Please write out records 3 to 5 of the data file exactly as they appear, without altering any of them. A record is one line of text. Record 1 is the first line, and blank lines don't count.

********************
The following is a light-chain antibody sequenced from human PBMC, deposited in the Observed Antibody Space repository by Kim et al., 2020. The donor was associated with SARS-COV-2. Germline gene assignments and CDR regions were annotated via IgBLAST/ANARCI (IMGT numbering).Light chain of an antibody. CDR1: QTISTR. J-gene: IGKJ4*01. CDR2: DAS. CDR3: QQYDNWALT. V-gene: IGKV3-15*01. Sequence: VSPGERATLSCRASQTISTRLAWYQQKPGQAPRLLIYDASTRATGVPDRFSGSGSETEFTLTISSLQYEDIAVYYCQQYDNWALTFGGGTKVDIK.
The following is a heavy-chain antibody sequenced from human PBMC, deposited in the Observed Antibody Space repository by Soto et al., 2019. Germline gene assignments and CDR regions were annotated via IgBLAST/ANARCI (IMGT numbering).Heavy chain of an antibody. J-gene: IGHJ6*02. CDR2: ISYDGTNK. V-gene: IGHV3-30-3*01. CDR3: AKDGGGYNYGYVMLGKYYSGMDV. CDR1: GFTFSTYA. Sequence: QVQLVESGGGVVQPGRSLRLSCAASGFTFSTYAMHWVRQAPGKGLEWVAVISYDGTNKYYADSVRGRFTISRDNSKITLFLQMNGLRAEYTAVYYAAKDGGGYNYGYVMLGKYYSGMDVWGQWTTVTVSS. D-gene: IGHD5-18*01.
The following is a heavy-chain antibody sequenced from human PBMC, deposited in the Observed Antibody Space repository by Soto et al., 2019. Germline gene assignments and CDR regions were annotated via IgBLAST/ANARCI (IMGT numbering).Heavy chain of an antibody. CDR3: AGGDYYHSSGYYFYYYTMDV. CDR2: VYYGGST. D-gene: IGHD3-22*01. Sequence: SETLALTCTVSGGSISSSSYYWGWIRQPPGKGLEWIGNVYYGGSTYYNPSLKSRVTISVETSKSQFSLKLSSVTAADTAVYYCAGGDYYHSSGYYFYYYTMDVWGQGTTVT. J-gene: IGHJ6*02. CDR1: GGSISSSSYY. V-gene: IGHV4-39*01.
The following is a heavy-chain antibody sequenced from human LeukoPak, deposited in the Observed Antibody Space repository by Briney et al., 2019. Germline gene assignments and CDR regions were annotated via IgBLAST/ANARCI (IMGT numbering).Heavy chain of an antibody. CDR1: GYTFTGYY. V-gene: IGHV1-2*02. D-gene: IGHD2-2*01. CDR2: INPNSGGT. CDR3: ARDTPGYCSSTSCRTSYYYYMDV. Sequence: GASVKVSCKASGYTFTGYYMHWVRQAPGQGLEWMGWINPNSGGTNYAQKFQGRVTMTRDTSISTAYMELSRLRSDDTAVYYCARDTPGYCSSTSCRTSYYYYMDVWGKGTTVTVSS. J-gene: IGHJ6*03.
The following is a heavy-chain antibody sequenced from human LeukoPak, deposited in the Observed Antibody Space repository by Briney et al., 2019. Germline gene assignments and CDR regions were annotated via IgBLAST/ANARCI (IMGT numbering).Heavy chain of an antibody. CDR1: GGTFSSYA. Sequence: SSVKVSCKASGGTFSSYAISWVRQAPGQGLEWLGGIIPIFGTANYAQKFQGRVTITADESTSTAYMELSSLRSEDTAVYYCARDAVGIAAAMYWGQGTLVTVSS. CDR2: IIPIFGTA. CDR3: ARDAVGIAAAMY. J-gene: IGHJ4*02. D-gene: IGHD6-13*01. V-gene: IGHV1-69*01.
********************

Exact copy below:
The following is a heavy-chain antibody sequenced from human PBMC, deposited in the Observed Antibody Space repository by Soto et al., 2019. Germline gene assignments and CDR regions were annotated via IgBLAST/ANARCI (IMGT numbering).Heavy chain of an antibody. CDR3: AGGDYYHSSGYYFYYYTMDV. CDR2: VYYGGST. D-gene: IGHD3-22*01. Sequence: SETLALTCTVSGGSISSSSYYWGWIRQPPGKGLEWIGNVYYGGSTYYNPSLKSRVTISVETSKSQFSLKLSSVTAADTAVYYCAGGDYYHSSGYYFYYYTMDVWGQGTTVT. J-gene: IGHJ6*02. CDR1: GGSISSSSYY. V-gene: IGHV4-39*01.
The following is a heavy-chain antibody sequenced from human LeukoPak, deposited in the Observed Antibody Space repository by Briney et al., 2019. Germline gene assignments and CDR regions were annotated via IgBLAST/ANARCI (IMGT numbering).Heavy chain of an antibody. CDR1: GYTFTGYY. V-gene: IGHV1-2*02. D-gene: IGHD2-2*01. CDR2: INPNSGGT. CDR3: ARDTPGYCSSTSCRTSYYYYMDV. Sequence: GASVKVSCKASGYTFTGYYMHWVRQAPGQGLEWMGWINPNSGGTNYAQKFQGRVTMTRDTSISTAYMELSRLRSDDTAVYYCARDTPGYCSSTSCRTSYYYYMDVWGKGTTVTVSS. J-gene: IGHJ6*03.
The following is a heavy-chain antibody sequenced from human LeukoPak, deposited in the Observed Antibody Space repository by Briney et al., 2019. Germline gene assignments and CDR regions were annotated via IgBLAST/ANARCI (IMGT numbering).Heavy chain of an antibody. CDR1: GGTFSSYA. Sequence: SSVKVSCKASGGTFSSYAISWVRQAPGQGLEWLGGIIPIFGTANYAQKFQGRVTITADESTSTAYMELSSLRSEDTAVYYCARDAVGIAAAMYWGQGTLVTVSS. CDR2: IIPIFGTA. CDR3: ARDAVGIAAAMY. J-gene: IGHJ4*02. D-gene: IGHD6-13*01. V-gene: IGHV1-69*01.